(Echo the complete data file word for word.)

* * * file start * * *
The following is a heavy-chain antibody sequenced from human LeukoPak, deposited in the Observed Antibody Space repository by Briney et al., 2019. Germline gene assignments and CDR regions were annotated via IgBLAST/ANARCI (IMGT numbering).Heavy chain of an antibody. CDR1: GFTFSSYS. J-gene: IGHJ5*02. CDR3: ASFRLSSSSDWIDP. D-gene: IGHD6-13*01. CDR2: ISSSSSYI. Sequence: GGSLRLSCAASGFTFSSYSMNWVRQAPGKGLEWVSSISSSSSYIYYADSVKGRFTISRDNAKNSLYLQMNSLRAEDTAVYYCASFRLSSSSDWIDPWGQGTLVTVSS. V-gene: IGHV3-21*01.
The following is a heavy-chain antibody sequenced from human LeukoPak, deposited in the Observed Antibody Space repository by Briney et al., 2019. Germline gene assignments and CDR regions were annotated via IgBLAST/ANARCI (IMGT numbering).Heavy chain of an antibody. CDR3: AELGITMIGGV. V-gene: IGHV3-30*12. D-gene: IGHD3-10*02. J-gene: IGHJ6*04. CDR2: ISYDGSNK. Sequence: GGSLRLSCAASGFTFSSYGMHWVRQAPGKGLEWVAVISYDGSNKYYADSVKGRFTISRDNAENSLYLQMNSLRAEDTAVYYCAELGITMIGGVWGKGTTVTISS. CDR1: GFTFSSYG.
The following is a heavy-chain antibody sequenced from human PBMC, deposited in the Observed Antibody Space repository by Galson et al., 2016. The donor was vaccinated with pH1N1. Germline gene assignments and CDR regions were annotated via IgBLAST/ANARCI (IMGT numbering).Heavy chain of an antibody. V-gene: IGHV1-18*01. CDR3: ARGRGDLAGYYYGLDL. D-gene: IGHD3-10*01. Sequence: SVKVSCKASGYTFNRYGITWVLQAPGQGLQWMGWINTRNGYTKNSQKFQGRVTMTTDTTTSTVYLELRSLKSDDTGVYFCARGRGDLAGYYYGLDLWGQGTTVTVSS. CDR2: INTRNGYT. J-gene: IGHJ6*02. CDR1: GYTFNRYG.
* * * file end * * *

The following is a heavy-chain antibody sequenced from human LeukoPak, deposited in the Observed Antibody Space repository by Briney et al., 2019. Germline gene assignments and CDR regions were annotated via IgBLAST/ANARCI (IMGT numbering).Heavy chain of an antibody. CDR1: GFTFSSYS. J-gene: IGHJ5*02. CDR3: ASFRLSSSSDWIDP. D-gene: IGHD6-13*01. CDR2: ISSSSSYI. Sequence: GGSLRLSCAASGFTFSSYSMNWVRQAPGKGLEWVSSISSSSSYIYYADSVKGRFTISRDNAKNSLYLQMNSLRAEDTAVYYCASFRLSSSSDWIDPWGQGTLVTVSS. V-gene: IGHV3-21*01.
The following is a heavy-chain antibody sequenced from human LeukoPak, deposited in the Observed Antibody Space repository by Briney et al., 2019. Germline gene assignments and CDR regions were annotated via IgBLAST/ANARCI (IMGT numbering).Heavy chain of an antibody. CDR3: AELGITMIGGV. V-gene: IGHV3-30*12. D-gene: IGHD3-10*02. J-gene: IGHJ6*04. CDR2: ISYDGSNK. Sequence: GGSLRLSCAASGFTFSSYGMHWVRQAPGKGLEWVAVISYDGSNKYYADSVKGRFTISRDNAENSLYLQMNSLRAEDTAVYYCAELGITMIGGVWGKGTTVTISS. CDR1: GFTFSSYG.
The following is a heavy-chain antibody sequenced from human PBMC, deposited in the Observed Antibody Space repository by Galson et al., 2016. The donor was vaccinated with pH1N1. Germline gene assignments and CDR regions were annotated via IgBLAST/ANARCI (IMGT numbering).Heavy chain of an antibody. V-gene: IGHV1-18*01. CDR3: ARGRGDLAGYYYGLDL. D-gene: IGHD3-10*01. Sequence: SVKVSCKASGYTFNRYGITWVLQAPGQGLQWMGWINTRNGYTKNSQKFQGRVTMTTDTTTSTVYLELRSLKSDDTGVYFCARGRGDLAGYYYGLDLWGQGTTVTVSS. CDR2: INTRNGYT. J-gene: IGHJ6*02. CDR1: GYTFNRYG.